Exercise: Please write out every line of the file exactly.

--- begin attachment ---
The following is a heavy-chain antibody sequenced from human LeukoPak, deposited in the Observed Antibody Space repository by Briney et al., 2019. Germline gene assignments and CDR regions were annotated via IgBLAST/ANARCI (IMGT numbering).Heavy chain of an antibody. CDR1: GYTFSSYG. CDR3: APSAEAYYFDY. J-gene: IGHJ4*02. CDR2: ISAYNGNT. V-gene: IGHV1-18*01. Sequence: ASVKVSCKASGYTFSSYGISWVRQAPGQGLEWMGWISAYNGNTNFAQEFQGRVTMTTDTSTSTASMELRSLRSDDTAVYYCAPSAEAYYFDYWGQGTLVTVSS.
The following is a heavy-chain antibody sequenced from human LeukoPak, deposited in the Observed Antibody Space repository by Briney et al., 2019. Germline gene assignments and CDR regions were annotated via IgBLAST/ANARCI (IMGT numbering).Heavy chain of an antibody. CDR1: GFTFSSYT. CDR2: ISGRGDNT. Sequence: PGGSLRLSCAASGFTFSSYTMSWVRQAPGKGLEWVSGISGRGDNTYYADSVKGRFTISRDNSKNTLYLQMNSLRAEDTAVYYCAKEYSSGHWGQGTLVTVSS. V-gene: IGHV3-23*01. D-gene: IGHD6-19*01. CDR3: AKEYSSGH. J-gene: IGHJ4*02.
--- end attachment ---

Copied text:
The following is a heavy-chain antibody sequenced from human LeukoPak, deposited in the Observed Antibody Space repository by Briney et al., 2019. Germline gene assignments and CDR regions were annotated via IgBLAST/ANARCI (IMGT numbering).Heavy chain of an antibody. CDR1: GYTFSSYG. CDR3: APSAEAYYFDY. J-gene: IGHJ4*02. CDR2: ISAYNGNT. V-gene: IGHV1-18*01. Sequence: ASVKVSCKASGYTFSSYGISWVRQAPGQGLEWMGWISAYNGNTNFAQEFQGRVTMTTDTSTSTASMELRSLRSDDTAVYYCAPSAEAYYFDYWGQGTLVTVSS.
The following is a heavy-chain antibody sequenced from human LeukoPak, deposited in the Observed Antibody Space repository by Briney et al., 2019. Germline gene assignments and CDR regions were annotated via IgBLAST/ANARCI (IMGT numbering).Heavy chain of an antibody. CDR1: GFTFSSYT. CDR2: ISGRGDNT. Sequence: PGGSLRLSCAASGFTFSSYTMSWVRQAPGKGLEWVSGISGRGDNTYYADSVKGRFTISRDNSKNTLYLQMNSLRAEDTAVYYCAKEYSSGHWGQGTLVTVSS. V-gene: IGHV3-23*01. D-gene: IGHD6-19*01. CDR3: AKEYSSGH. J-gene: IGHJ4*02.